SEFFNER, Fla. - The Sunshine State has never grown commercial coffee trees before, but that may change sooner than later.
"We are in a climate where it is almost perfect to grow coffee," said University of Florida graduate assistant Emily Pappo.
She said it is only "almost" perfect because Florida winters can get cold enough to be harmful to coffee crops, but global warming is making scientists take a second look.
Pappo is part of a research movement hoping to bring the caffeinated crop to Florida.
"As we start to experience climate change starting to create more warmer days and maybe less frost events, it might become more possible for the coffee plants to thrive here in the Florida climate," she explained. "That opens up a lot of really great opportunities for coffee production in this part of the United States."
Pappo's team is currently growing the state's first research crop of coffee. Currently, they're keeping an eye on the crop's progress.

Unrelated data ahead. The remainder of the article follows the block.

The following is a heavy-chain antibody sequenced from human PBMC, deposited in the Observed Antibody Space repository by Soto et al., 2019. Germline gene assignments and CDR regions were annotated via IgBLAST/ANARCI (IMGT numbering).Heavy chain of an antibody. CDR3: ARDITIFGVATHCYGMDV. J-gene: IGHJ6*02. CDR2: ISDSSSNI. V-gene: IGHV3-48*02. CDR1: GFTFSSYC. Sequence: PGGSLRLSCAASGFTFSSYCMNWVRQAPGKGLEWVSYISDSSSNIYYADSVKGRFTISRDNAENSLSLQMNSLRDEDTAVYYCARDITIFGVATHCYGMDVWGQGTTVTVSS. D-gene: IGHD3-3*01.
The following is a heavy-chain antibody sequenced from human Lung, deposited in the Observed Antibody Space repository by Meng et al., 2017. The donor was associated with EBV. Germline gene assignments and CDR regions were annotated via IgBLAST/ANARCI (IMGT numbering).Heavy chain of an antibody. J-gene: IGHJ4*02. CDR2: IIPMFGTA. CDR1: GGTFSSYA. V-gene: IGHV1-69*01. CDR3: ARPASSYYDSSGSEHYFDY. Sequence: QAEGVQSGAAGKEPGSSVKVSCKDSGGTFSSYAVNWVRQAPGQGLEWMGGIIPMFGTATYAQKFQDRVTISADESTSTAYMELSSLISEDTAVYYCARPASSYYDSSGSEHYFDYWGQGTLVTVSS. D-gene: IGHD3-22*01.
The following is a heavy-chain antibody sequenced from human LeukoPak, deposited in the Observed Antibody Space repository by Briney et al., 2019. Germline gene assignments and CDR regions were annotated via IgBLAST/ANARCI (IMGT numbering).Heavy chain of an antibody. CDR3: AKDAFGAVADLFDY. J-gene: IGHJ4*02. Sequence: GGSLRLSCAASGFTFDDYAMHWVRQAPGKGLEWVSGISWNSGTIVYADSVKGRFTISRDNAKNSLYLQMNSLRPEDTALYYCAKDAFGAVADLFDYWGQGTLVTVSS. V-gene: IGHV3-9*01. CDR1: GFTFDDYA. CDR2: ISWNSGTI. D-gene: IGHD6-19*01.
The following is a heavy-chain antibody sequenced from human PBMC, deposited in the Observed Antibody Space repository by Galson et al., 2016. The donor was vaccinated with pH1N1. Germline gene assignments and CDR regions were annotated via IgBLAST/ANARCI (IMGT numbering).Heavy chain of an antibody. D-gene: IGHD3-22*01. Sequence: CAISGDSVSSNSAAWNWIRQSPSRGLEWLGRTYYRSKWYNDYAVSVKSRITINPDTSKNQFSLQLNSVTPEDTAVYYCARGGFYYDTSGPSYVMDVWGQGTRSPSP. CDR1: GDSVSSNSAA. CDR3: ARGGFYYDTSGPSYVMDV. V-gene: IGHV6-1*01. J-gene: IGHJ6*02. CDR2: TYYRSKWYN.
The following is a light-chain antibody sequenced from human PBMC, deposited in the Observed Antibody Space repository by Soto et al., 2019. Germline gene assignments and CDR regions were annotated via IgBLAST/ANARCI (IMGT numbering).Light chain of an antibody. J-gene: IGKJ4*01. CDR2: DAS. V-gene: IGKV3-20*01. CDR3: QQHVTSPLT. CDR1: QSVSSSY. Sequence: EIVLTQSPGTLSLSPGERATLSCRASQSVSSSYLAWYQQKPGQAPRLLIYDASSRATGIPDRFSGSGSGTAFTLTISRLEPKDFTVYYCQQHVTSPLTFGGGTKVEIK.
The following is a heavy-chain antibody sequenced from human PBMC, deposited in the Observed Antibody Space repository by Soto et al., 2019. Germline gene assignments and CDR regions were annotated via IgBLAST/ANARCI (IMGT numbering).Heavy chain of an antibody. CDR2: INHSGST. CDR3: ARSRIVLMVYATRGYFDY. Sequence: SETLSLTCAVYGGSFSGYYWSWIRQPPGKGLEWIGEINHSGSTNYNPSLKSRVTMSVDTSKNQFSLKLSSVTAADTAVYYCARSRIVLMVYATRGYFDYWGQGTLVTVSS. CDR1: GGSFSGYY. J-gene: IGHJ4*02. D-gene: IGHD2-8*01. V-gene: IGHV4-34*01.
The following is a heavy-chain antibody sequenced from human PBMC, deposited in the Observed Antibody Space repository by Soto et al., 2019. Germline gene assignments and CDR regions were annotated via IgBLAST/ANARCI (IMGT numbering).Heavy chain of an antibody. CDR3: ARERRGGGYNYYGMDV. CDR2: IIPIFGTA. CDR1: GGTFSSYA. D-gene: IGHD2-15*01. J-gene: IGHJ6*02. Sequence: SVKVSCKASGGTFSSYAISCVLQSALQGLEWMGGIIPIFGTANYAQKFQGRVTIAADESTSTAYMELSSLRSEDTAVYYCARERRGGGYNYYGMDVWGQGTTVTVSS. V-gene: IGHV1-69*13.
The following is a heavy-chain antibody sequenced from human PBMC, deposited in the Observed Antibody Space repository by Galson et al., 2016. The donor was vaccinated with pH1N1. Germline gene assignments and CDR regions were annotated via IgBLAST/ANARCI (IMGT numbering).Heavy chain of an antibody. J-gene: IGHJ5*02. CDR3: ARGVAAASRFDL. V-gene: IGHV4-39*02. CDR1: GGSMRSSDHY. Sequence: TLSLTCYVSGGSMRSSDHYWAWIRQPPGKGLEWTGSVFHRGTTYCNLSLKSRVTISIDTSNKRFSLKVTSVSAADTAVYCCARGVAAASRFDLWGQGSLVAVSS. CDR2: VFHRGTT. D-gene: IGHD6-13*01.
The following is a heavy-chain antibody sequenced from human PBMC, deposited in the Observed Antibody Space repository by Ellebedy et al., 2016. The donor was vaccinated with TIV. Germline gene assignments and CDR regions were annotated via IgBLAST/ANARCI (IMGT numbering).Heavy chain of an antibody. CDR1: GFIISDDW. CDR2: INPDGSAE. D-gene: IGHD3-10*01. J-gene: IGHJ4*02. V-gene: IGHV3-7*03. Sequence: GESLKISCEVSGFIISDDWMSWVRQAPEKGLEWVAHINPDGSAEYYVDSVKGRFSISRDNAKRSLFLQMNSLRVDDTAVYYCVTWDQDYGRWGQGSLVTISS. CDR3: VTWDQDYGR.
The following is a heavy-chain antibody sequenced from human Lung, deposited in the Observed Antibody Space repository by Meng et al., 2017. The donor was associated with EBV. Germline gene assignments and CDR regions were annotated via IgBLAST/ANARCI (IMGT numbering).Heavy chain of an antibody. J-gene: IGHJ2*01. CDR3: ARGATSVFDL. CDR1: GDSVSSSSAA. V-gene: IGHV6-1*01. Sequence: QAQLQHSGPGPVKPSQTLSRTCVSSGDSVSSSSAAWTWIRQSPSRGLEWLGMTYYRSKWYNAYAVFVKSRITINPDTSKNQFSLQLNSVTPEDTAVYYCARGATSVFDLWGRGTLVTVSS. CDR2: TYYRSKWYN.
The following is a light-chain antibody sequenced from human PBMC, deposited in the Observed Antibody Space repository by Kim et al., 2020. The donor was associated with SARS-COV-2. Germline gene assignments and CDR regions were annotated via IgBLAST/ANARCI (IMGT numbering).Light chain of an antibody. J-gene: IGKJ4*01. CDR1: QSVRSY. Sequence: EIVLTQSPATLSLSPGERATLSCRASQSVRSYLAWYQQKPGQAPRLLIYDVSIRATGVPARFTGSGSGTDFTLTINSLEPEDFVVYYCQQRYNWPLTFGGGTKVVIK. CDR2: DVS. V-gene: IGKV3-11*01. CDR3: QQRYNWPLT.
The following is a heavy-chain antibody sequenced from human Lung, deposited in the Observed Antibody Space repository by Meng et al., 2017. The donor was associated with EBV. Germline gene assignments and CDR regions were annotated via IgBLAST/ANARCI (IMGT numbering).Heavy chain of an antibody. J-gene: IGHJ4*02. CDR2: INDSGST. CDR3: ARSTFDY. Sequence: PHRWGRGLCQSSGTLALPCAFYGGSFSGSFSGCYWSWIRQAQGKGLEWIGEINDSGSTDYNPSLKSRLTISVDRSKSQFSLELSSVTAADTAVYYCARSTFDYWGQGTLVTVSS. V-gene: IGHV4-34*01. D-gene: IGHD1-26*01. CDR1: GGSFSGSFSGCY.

"Knowing how coffee’s root system and how the coffee plant itself responds to different climate conditions is going to be really important for knowing how the coffee is going to do here in Florida," she said.
That's where UF Engineering is helping the agriculture team get a closer look under the ground. They slide small cameras down clear plastic tubes placed in the soil next to coffee trees.
The cameras take pictures of the roots and the soil, and those pictures help Pappo see how coffee roots handle things like drought or frost. By using new imaging technology, the engineering team will soon be able to provide an even better look.
"This will collect data over hundreds of wavelengths, outside of our visible range," said engineering professor Alina Zare. "Using all that information, we can learn more about the materials and the chemical compositions of the soil and the roots that we are imaging. We can learn more about their interactions and their changes over time."
It's a combined effort to make a massive impact on Florida's agriculture. Planting trees could one day lead to the implementation of processing and roasting in the state as well.
"It would be a huge investment to bring coffee into Florida," Pappo said, "so we have to make sure that our I’s are dotted and our T’s are crossed and we have a good idea of how it’s going to go."